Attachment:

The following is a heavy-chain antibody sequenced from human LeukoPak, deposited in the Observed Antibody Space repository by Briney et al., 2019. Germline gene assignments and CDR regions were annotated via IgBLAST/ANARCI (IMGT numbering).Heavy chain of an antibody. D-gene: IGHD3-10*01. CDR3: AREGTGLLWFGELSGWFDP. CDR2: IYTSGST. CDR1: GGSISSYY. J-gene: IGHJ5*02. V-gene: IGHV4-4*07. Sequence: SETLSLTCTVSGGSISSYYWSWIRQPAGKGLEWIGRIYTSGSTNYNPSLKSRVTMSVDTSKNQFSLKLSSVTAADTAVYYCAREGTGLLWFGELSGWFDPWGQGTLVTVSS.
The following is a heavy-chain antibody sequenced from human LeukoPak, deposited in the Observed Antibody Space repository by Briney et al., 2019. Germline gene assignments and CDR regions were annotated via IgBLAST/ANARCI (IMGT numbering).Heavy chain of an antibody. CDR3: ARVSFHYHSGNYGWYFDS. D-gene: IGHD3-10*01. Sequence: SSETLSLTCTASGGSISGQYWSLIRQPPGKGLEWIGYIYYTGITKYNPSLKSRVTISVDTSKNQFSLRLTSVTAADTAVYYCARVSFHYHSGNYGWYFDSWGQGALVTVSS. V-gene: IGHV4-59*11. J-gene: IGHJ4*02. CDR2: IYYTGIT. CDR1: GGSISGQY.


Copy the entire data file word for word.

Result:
The following is a heavy-chain antibody sequenced from human LeukoPak, deposited in the Observed Antibody Space repository by Briney et al., 2019. Germline gene assignments and CDR regions were annotated via IgBLAST/ANARCI (IMGT numbering).Heavy chain of an antibody. D-gene: IGHD3-10*01. CDR3: AREGTGLLWFGELSGWFDP. CDR2: IYTSGST. CDR1: GGSISSYY. J-gene: IGHJ5*02. V-gene: IGHV4-4*07. Sequence: SETLSLTCTVSGGSISSYYWSWIRQPAGKGLEWIGRIYTSGSTNYNPSLKSRVTMSVDTSKNQFSLKLSSVTAADTAVYYCAREGTGLLWFGELSGWFDPWGQGTLVTVSS.
The following is a heavy-chain antibody sequenced from human LeukoPak, deposited in the Observed Antibody Space repository by Briney et al., 2019. Germline gene assignments and CDR regions were annotated via IgBLAST/ANARCI (IMGT numbering).Heavy chain of an antibody. CDR3: ARVSFHYHSGNYGWYFDS. D-gene: IGHD3-10*01. Sequence: SSETLSLTCTASGGSISGQYWSLIRQPPGKGLEWIGYIYYTGITKYNPSLKSRVTISVDTSKNQFSLRLTSVTAADTAVYYCARVSFHYHSGNYGWYFDSWGQGALVTVSS. V-gene: IGHV4-59*11. J-gene: IGHJ4*02. CDR2: IYYTGIT. CDR1: GGSISGQY.